In a wider sense, Unpopular Culture is really about the constant and continual pull between market forces and artistic choices; between the avant-garde and whatever accounts for the mainstream at any given point of time. It’s about how the avant-garde and small press define themselves by what they are not instead of what they are, thereby transforming the culture, becoming subsumed by it, and leaving the door open for another avant-garde movement to take its place.
These are issues that every art form, from cinema to prose, deal with on an almost day-to-day basis and it’s certainly not something which American comics are immune from. That being said, aside from the occasional mention of Julie Doucet or Craig Thompson, Beaty stays clear away from discussing American comics, leaving readers to draw their own inferences.
That’s probably for the best, as doing so would open another very large can of worms, but it’s hard not to think about how these issues affect American artists while reading the book.
One issue that doesn’t seem to be as strong on these shores as Beaty seems to describe in his book is the line of demarcation between the U.S. mainstream and the alternative movement. While cartoonists like Dylan Horricks and Gilbert Hernandez (not to mention Ed Brubaker) have written superhero stories for the big two, it’s hard to see any one creator in the art-comix movement moving back and forth with the ease that Trondheim does. The superhero market is just too narrow a genre to accommodate most alt-cartoonists’ unique idiosyncrasies and individual art styles.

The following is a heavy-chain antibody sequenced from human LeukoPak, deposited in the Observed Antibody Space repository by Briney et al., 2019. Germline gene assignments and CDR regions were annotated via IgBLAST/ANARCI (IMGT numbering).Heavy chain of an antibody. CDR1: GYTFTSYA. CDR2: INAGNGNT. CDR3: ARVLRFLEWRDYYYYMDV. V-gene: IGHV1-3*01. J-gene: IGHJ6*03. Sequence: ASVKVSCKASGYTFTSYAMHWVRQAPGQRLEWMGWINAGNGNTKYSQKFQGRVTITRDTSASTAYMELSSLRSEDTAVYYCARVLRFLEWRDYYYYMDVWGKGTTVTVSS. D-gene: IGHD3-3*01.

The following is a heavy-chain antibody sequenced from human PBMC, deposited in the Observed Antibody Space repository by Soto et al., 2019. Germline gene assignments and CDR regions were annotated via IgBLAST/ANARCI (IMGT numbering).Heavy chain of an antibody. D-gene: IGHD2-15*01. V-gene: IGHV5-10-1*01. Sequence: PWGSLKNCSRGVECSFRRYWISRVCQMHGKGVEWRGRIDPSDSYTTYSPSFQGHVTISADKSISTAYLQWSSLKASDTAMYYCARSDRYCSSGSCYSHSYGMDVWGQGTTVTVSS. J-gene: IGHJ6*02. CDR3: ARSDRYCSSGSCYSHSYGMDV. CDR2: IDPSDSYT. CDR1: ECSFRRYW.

Of course, for a long time Marvel and DC were regarded as THE ENEMY, but I wonder if that’s true anymore. The true enemy of publishers like Fantagraphics (or at least rival for their affections) may be mainstream book publishers like Pantheon and Houghton Mifflin since they’ve snatched up authors like Thompson and Kim Deitch by dangling the promise of greater financial reward in front of them. Chris Ware’s ability to shift from the mainstream book world to small indie houses like Drawn and Quarterly perhaps prove a better allusion to Trondheim’s successes than Horricks’ run on Batgirl does.
Of course, perhaps the most notable difference is that in America we largely see Deitch’s getting a book deal as a good thing, and not a betrayal of all we hold dear. It’s hard to imagine Chris Oliveros writing something akin to Jean-Christopher Menu’s Plates-Bandes (which Beaty discusses at length), railing at the mainstream market for trying to co-opt the small press.
I said Unpopular Culture was readable and it is. But it has a decided academic tome and readers expecting something more akin to the relaxed and occasionally snarky prose Beaty utilized in the pages of The Comics Journal may well trip over some of the meatier sentences.
Overall, Unpopular Culture is a superb, insightful and, I believe, seminal book that will undoubtedly be referenced again and again when talking not just about European comics, but art-comics in general. Obviously the more familiar you are with the works referenced, the more you’ll able to get out of the book (I’m not ashamed to say I was thrilled whenever a comic I owned was mentioned, as though I was a member of some secret club). But you don’t have to have Beaty’s level of experience and knowledge to appreciate the issues that he’s raising. Or enjoy the way he raises them.